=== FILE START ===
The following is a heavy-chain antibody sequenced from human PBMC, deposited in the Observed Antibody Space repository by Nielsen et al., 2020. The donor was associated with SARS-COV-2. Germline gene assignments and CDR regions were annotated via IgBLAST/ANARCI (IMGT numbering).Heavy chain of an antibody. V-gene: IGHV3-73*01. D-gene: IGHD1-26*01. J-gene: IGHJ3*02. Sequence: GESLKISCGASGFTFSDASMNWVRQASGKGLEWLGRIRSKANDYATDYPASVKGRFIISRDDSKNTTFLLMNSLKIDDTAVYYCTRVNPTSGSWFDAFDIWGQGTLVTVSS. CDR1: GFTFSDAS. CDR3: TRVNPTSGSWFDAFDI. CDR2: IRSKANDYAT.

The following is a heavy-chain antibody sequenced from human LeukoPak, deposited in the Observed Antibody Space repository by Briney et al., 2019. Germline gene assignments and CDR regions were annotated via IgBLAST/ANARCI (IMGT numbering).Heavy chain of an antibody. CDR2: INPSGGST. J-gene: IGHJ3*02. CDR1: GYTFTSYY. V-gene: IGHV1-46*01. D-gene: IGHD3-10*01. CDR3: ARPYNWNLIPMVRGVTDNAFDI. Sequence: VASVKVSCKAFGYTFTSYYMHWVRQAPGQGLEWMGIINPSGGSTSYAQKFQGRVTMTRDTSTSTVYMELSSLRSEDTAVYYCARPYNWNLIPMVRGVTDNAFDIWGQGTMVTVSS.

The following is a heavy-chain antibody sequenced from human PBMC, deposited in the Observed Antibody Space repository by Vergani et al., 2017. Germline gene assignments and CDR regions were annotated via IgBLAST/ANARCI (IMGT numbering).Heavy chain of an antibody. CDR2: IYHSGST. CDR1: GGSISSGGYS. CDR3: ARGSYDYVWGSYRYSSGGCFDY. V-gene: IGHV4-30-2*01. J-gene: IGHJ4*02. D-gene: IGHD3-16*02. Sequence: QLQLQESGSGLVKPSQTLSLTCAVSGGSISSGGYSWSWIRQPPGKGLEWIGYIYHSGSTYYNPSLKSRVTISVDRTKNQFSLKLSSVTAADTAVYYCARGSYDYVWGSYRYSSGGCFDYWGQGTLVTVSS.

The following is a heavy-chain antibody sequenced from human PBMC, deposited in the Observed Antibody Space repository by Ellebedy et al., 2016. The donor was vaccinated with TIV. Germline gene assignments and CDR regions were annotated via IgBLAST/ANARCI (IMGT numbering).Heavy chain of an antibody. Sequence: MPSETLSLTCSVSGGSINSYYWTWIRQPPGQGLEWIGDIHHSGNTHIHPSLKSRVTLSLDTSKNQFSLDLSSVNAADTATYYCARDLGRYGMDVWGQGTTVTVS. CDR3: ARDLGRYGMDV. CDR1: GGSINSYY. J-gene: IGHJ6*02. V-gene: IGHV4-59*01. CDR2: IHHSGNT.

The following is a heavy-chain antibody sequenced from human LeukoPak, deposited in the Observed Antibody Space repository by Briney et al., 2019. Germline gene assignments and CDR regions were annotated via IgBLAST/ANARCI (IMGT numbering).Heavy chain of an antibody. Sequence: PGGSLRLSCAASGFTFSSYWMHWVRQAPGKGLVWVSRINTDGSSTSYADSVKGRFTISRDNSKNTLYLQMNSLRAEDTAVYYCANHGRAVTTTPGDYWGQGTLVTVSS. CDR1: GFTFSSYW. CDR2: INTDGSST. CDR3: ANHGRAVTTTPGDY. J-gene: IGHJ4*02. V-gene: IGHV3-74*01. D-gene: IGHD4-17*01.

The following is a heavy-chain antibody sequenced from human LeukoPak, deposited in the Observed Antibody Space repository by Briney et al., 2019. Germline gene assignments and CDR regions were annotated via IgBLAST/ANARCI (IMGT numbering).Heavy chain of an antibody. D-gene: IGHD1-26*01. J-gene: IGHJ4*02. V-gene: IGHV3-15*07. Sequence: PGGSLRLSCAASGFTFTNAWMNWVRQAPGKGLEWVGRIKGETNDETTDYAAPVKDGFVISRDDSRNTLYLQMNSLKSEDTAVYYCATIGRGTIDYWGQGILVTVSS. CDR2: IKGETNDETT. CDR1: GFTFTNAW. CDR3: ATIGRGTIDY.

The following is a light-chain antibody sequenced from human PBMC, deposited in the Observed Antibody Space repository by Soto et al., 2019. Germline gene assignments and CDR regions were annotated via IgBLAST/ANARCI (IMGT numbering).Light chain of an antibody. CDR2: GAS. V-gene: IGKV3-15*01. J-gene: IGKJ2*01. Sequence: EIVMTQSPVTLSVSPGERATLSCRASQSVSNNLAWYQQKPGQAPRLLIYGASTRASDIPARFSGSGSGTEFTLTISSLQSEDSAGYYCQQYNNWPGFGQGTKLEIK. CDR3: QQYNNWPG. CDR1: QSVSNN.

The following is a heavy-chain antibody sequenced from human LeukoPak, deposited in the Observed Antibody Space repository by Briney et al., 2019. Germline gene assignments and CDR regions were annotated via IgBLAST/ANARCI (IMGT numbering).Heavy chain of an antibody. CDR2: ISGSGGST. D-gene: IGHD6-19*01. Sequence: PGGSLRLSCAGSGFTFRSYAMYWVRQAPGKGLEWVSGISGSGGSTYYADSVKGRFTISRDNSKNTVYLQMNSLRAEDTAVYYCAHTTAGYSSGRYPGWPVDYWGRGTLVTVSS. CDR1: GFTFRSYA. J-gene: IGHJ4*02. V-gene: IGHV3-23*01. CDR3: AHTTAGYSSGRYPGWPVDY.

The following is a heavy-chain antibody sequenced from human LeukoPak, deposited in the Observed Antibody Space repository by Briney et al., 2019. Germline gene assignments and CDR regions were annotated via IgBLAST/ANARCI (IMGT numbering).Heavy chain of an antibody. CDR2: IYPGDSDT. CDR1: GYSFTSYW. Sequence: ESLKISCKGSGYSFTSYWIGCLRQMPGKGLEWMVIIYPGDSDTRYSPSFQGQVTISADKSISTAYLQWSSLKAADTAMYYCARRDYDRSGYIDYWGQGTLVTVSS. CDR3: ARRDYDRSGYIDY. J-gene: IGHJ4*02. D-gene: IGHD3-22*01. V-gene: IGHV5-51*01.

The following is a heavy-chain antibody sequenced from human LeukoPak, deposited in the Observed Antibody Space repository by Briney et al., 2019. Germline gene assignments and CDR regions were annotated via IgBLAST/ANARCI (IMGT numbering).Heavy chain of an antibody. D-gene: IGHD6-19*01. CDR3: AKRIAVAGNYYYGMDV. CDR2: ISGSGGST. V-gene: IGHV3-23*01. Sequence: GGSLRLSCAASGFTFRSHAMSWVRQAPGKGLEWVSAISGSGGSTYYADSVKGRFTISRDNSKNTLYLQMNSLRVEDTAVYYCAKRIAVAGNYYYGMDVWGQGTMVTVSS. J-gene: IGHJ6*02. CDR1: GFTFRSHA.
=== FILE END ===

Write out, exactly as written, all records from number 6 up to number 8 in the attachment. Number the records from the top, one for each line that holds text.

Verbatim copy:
The following is a heavy-chain antibody sequenced from human LeukoPak, deposited in the Observed Antibody Space repository by Briney et al., 2019. Germline gene assignments and CDR regions were annotated via IgBLAST/ANARCI (IMGT numbering).Heavy chain of an antibody. D-gene: IGHD1-26*01. J-gene: IGHJ4*02. V-gene: IGHV3-15*07. Sequence: PGGSLRLSCAASGFTFTNAWMNWVRQAPGKGLEWVGRIKGETNDETTDYAAPVKDGFVISRDDSRNTLYLQMNSLKSEDTAVYYCATIGRGTIDYWGQGILVTVSS. CDR2: IKGETNDETT. CDR1: GFTFTNAW. CDR3: ATIGRGTIDY.

The following is a light-chain antibody sequenced from human PBMC, deposited in the Observed Antibody Space repository by Soto et al., 2019. Germline gene assignments and CDR regions were annotated via IgBLAST/ANARCI (IMGT numbering).Light chain of an antibody. CDR2: GAS. V-gene: IGKV3-15*01. J-gene: IGKJ2*01. Sequence: EIVMTQSPVTLSVSPGERATLSCRASQSVSNNLAWYQQKPGQAPRLLIYGASTRASDIPARFSGSGSGTEFTLTISSLQSEDSAGYYCQQYNNWPGFGQGTKLEIK. CDR3: QQYNNWPG. CDR1: QSVSNN.

The following is a heavy-chain antibody sequenced from human LeukoPak, deposited in the Observed Antibody Space repository by Briney et al., 2019. Germline gene assignments and CDR regions were annotated via IgBLAST/ANARCI (IMGT numbering).Heavy chain of an antibody. CDR2: ISGSGGST. D-gene: IGHD6-19*01. Sequence: PGGSLRLSCAGSGFTFRSYAMYWVRQAPGKGLEWVSGISGSGGSTYYADSVKGRFTISRDNSKNTVYLQMNSLRAEDTAVYYCAHTTAGYSSGRYPGWPVDYWGRGTLVTVSS. CDR1: GFTFRSYA. J-gene: IGHJ4*02. V-gene: IGHV3-23*01. CDR3: AHTTAGYSSGRYPGWPVDY.